Friday, February 05, 2016 09:04 AM / FBNQuest Research
Electronic banking has increasingly become a core tool of banking business strategy and a strong catalyst for economic development. At the same time, the adoption of e-payment channels increases the incidence of electronic fraud.
Considering the surge in e-commerce and its potential to drive increased investment in Nigeria’s economy, we welcome the recent release of an e-fraud report by the Nigeria Electronic Fraud Forum (NeFF) of the CBN.
This new series is to be released on an annual basis. Its maiden report begins with 2014 and captures views from over ten DMBs on e-payment channels. One common thread was similar trends in phishing attacks on banks.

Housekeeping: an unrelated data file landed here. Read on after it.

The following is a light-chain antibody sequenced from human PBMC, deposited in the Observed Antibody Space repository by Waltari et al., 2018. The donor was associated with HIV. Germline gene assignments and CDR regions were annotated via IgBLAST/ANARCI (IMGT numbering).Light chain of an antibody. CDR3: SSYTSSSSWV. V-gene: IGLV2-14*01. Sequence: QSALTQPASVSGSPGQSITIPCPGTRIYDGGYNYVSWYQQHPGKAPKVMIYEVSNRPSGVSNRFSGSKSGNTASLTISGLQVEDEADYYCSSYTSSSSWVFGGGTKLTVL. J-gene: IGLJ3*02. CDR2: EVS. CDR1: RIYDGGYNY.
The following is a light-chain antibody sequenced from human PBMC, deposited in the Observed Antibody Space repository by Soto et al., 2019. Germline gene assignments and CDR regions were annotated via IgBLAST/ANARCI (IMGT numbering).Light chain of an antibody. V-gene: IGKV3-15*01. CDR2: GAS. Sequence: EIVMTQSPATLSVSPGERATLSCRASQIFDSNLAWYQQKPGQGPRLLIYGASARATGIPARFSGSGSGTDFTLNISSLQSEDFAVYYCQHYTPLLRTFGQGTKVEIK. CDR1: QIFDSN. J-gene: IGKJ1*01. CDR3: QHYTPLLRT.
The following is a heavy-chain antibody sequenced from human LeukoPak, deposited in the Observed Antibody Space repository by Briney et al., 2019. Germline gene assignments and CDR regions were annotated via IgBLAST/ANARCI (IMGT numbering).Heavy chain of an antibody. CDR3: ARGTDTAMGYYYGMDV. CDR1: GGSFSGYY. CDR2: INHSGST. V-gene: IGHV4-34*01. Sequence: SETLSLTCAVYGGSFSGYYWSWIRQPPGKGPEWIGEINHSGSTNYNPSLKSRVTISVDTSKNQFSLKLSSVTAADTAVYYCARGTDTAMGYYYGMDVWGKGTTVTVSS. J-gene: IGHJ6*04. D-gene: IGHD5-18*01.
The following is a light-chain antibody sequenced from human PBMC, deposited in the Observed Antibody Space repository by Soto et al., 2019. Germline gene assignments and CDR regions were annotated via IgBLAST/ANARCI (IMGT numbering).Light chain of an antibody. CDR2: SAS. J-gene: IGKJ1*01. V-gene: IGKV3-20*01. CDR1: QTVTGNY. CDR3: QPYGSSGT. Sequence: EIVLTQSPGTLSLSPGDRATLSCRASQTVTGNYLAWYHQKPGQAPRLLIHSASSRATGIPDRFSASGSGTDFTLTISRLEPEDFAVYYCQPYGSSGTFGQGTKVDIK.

Due to spikes in phishing, particularly in the last quarter of each year since 2012, most banks have invested in anti-phishing solutions to protect customers.
According to the report, most organisations leverage on fraud prevention as a competitive advantage. They are naturally unwilling to share their fraud management strategies with competitors.
Data from the Nigeria Inter-Bank Settlement System (NIBSS) show that the greatest number of fraudulent transactions in 2014 took place on ATMs.
Banks should be able to play significant roles in revenue generation for the FGN by collaborating with ministries, departments and agencies (MDAs) on deploying electronic-based revenue collection platforms. This could complement the Treasury Single Account (TSA) initiative. However, with the challenge of fraud on e-payment channels, there would be no surprise if the FGN was apprehensive.
Given Nigeria’s high mobile penetration and low banking population, electronic financial solutions can also play a pivotal role in the FGN’s social welfare intervention programmes.